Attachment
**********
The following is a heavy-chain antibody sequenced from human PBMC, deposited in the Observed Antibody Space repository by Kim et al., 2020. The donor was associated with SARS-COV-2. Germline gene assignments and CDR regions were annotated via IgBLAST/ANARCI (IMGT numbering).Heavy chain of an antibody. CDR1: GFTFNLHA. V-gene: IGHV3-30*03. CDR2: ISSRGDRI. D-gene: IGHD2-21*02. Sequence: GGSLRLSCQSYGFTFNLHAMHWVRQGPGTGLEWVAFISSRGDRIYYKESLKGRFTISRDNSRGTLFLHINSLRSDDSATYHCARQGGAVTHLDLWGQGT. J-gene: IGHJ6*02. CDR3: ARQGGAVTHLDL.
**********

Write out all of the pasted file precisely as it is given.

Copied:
The following is a heavy-chain antibody sequenced from human PBMC, deposited in the Observed Antibody Space repository by Kim et al., 2020. The donor was associated with SARS-COV-2. Germline gene assignments and CDR regions were annotated via IgBLAST/ANARCI (IMGT numbering).Heavy chain of an antibody. CDR1: GFTFNLHA. V-gene: IGHV3-30*03. CDR2: ISSRGDRI. D-gene: IGHD2-21*02. Sequence: GGSLRLSCQSYGFTFNLHAMHWVRQGPGTGLEWVAFISSRGDRIYYKESLKGRFTISRDNSRGTLFLHINSLRSDDSATYHCARQGGAVTHLDLWGQGT. J-gene: IGHJ6*02. CDR3: ARQGGAVTHLDL.